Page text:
By Chris Lane
By Olivia Flores Alvarez
By Angelica Leicht
By Jef Rouner
By Jef With One F
By Jef With One F
By Marco Torres
Mercy killing as madcap mayhem. Corpses hidden, moved, buried and discovered like dogs at the bone. Insanity brushed aside as the eccentricity of personality. Sweet old sisters who wouldn't think of committing a beloved nephew to a mental institution but then relent if they can go too. A villian hard to take seriously since he looks a lot like a horror movie star.
Decades before Joe Orton and Michael Frayn, John Guare and Christopher Durang, there was Joseph Kesselring. His hilariously endearing 1941 Arsenic and Old Lace is one of twentieth-century theater's warhorse blends of satire and farce. Innocent despite its outrageousness and warm-hearted even though it's murderous, Arsenic and Old Lace is a good-time old-time theatrical wink at just about everything sacred.
Genial, sophisticated Mortimer Brewster, a drama critic who saves time by writing his reviews on the way to the theatre, visits his doting and dotty aunts. He disbelievingly discovers that Abby and Martha, these seemingly harmless and fairy godmotherly old ladies who donate toys to policemen's charities and who would never ever stoop to telling a fib, are poisoning lonely old men as an act of charity. Advertising for boarders, they lure elderly bachelors, and induce them to drink their lethally delicious elderberry wine. They then deposit the body in their window seat, tell their strange nephew, Mortimer's brother, Teddy (as in Roosevelt) -- that there's been another yellow fever victim, and, after proper funeral services, get the bugle-blowing "president" to bury him in the Panama Canal, I mean the basement.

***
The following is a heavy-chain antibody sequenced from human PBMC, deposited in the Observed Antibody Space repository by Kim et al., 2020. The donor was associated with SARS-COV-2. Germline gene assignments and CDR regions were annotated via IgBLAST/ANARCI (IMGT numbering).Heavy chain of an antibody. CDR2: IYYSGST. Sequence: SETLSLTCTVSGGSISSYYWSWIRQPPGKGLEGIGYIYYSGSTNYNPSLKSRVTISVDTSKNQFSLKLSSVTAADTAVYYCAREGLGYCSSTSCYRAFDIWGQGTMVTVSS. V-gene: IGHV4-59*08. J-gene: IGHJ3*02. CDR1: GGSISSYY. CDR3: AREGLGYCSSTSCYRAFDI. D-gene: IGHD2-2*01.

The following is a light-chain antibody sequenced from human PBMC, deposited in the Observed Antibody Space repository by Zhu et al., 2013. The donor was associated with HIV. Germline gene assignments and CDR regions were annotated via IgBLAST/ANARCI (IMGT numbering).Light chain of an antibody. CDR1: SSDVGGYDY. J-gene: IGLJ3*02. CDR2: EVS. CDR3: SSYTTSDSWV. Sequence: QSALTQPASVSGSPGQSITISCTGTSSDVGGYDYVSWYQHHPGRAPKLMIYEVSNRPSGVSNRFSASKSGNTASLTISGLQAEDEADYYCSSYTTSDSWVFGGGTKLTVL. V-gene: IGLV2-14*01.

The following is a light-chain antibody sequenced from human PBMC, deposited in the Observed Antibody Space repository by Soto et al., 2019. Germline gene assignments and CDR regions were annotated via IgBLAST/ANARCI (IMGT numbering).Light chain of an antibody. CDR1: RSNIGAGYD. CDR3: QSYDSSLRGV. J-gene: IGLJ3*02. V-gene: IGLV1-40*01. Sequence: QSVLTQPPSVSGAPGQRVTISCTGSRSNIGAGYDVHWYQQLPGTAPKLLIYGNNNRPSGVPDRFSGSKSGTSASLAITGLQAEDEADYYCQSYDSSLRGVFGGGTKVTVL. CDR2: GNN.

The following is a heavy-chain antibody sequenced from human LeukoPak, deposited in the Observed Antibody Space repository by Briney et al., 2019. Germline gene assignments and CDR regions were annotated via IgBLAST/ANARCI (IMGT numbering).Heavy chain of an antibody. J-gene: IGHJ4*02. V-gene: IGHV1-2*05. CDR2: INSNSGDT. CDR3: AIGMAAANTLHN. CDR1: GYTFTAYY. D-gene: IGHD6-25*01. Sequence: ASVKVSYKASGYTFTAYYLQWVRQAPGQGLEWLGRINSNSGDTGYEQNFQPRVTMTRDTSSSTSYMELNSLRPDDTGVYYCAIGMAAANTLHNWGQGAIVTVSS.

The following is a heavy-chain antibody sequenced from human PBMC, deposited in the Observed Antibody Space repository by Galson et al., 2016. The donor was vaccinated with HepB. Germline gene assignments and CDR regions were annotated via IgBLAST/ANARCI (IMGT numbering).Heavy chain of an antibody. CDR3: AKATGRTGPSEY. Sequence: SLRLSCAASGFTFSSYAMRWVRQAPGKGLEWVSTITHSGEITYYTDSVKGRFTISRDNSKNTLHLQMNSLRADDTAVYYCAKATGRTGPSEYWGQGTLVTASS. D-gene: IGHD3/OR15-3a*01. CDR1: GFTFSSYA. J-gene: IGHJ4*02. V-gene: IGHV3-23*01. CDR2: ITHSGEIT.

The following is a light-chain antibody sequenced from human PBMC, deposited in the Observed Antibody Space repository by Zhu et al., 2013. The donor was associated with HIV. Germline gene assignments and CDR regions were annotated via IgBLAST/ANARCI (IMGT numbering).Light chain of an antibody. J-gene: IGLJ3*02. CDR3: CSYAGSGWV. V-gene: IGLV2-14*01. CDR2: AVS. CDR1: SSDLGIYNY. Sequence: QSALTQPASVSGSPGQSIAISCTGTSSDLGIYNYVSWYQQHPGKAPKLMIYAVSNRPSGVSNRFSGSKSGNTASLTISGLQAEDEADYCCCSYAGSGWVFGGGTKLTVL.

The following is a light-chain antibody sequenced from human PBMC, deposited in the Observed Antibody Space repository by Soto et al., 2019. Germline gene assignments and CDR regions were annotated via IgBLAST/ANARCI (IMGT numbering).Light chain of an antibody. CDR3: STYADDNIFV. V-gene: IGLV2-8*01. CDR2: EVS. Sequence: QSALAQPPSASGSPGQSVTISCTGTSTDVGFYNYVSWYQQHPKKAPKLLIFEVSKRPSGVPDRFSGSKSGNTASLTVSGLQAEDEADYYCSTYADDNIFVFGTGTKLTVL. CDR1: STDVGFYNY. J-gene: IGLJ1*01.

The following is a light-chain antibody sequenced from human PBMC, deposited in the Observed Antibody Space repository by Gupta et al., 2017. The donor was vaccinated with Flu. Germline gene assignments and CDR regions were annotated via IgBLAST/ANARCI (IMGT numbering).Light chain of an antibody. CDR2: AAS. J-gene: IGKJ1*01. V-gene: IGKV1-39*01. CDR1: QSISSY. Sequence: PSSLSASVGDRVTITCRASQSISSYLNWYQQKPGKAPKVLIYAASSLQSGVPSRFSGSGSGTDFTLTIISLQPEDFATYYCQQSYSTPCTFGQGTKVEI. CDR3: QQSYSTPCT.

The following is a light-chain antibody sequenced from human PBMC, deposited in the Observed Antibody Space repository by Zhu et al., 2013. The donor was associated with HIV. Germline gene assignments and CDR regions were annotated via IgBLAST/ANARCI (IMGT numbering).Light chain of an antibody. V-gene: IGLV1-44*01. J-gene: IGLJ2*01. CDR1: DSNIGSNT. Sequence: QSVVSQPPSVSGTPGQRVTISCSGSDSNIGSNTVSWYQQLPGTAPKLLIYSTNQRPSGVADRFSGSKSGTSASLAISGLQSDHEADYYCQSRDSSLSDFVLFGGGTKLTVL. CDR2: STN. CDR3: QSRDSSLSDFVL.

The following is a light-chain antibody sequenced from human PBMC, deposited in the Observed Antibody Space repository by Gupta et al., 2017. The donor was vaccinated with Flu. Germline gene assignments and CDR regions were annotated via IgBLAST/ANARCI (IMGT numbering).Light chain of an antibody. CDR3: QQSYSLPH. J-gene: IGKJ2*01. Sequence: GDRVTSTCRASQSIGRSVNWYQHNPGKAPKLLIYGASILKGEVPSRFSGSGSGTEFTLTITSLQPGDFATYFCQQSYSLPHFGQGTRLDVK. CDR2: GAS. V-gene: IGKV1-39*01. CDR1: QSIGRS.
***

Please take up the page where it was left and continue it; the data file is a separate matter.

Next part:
Enter Jonathan, another brother -- a long-lost bad seed and now hit man -- shows up on the lam, toting his own corpse. What makes Jonathan really mad is being told he resembles Boris Karloff, which he does; his polite accomplice, Dr. Einstein (no, not that one), an unlicensed plastic surgeon, got drunk during an identity-changing operation. Jonathan's plans interfere with Mortimer's and vice versa. Oh, there's also a beautiful girl next door, Elaine, who's bent on marrying Mortimer.
And this is only the first act.
What makes Arsenic and Old Lace so much fun -- besides the breakneck pace of its frequent farce and the physical comedy of its occasional slapstick -- is its singularly aggressive humor: comedy that doesn't sting even when it cuts, since it's delivered by likable nuts. Shots taken by entertaining kooks are inviting, not confrontational. Even bad guy Jonathan is quaint: not only is he sensitive about his appearance
-- which makes him amusingly scary -- but he also pouts because his "amateur" aunts have killed as many people as he has.
There are barbs about religion, morality,the theater, the police, love and marriage. And there are endless one-liners: "You know that hole in the cellar?" Dr. Einstein, discovering the corpses, asks Jonathan, "Well, we got an ace in that hole."